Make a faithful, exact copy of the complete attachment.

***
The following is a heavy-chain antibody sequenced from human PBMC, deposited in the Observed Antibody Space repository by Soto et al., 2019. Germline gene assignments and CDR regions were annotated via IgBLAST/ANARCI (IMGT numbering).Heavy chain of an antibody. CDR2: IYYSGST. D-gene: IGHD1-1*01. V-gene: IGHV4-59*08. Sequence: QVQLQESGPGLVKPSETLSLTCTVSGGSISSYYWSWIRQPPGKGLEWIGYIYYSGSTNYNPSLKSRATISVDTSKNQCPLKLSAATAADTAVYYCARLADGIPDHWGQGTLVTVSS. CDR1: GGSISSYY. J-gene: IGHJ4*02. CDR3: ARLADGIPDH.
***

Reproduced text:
The following is a heavy-chain antibody sequenced from human PBMC, deposited in the Observed Antibody Space repository by Soto et al., 2019. Germline gene assignments and CDR regions were annotated via IgBLAST/ANARCI (IMGT numbering).Heavy chain of an antibody. CDR2: IYYSGST. D-gene: IGHD1-1*01. V-gene: IGHV4-59*08. Sequence: QVQLQESGPGLVKPSETLSLTCTVSGGSISSYYWSWIRQPPGKGLEWIGYIYYSGSTNYNPSLKSRATISVDTSKNQCPLKLSAATAADTAVYYCARLADGIPDHWGQGTLVTVSS. CDR1: GGSISSYY. J-gene: IGHJ4*02. CDR3: ARLADGIPDH.